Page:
Let’s face it, very few of us are comfortable talking about money let alone having our finances scrutinised by someone else. Yet it is an essential part of buying a property and one of the most important questions a conveyancer will ask is ‘where is your money coming from?’.
Richard Wisnia, director and head of the new build conveyancing department at Switalskis Solicitors, says buyers need to leave their guardedness at the door when talking to conveyancers about the source of their deposit and should be prepared to provide documents to prove it. Without full participation in this part of the buying process, delays could occur or, ultimately, the conveyancer may find themselves unable to represent the buyer. Richard explains:
“Conveyancers are placed at the heart of the information gathering process when it comes to how homebuyers fund their purchase. More so than any other stakeholder in the process. We understand that this can feel intrusive for homebuyers who wouldn’t normally have to answer questions on their financial affairs to this extent in other areas of everyday life. But lawyers are obliged to establish both the current location of the money (where it is now) and the source of that wealth (where it has come from).”
Here’s how homebuyers can help the process run smoothly:
1) Be clear from the beginning
Giving full information when asked at the beginning is key. A great example is when homebuyers receive cash gifts from parents to help with deposits, and already have the money in their account. There is some logic in saying that the funds already belong to the homebuyer, but for conveyancing purposes the true source of the funding is a gift from a third party. This involves additional work and usually some small additional legal costs. A failure to properly disclose the correct source of money at the outset will slow the transaction because the additional work will still be carried out, only later in the process, and any additional charges will still be payable.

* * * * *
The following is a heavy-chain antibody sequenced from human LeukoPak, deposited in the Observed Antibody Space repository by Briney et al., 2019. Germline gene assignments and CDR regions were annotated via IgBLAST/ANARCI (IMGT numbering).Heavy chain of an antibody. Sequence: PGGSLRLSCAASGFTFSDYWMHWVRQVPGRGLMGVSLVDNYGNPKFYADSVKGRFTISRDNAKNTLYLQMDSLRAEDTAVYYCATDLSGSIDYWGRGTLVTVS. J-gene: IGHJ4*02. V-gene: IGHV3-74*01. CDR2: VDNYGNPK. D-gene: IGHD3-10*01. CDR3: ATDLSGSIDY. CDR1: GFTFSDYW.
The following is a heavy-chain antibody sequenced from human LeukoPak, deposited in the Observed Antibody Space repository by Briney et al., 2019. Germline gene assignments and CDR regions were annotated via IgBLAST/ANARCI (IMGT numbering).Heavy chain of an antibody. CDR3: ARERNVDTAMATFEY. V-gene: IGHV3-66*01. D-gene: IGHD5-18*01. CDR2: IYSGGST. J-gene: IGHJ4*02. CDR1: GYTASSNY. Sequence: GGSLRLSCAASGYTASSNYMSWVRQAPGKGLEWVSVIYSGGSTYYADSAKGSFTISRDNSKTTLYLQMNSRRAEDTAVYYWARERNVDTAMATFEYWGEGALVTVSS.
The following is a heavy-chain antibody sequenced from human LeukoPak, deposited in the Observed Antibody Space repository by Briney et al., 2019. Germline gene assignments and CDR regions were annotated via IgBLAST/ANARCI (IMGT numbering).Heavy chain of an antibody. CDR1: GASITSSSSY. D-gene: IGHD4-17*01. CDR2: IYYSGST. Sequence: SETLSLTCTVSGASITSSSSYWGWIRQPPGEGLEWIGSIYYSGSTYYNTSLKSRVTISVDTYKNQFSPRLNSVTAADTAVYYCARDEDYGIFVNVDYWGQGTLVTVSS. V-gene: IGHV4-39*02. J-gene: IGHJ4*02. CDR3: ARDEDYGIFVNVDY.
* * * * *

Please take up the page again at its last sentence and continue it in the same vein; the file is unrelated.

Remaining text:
The four main sources of funding we come across are:-
Secured Loans – e.g. mortgages or the Help to Buy Scheme
Equity – money you are releasing (or have already released) from the sale or refinancing of an existing home
Savings – most commonly this is money you have saved over time from your earnings
Third Parties – family gifts or loans, or inheritance.
2) Provide evidence
It will save time and prevent delays to prepare your supporting financial document in advance. Here are some helpful examples, based on frequent instances where we have to ask for further information:
- “Savings” should be evidenced with 3-6 months-worth of account transactions to show you have saved over time. If you have moved large sums into that account, you will need to provide documents for the original source account.
- If you have sold a property and the proceeds of that sale will fund your purchase, you must provide a completion statement and a bank statement showing the funds being paid to you.
- If you are taking dividends from a company you have a controlling interest in, your company accountant will need to provide confirmation of this.
3) Prepare others
Our processes apply not only to the purchasers themselves, but also to anyone else who is putting money into the deposit, including buyers’ relatives. I would recommend buyers to let these “donors” know in advance that they will be asked to follow the conveyancers’ requirements. Again, this may seem intrusive, especially where they themselves have purchased a property at a different time in the past and were not necessarily asked for this level of information.
By taking this approach in all cases, and without exception, we give peace of mind to all of our clients that they are being looked after by a firm which takes its responsibilities, and the risks of money-laundering and fraud, incredibly seriously.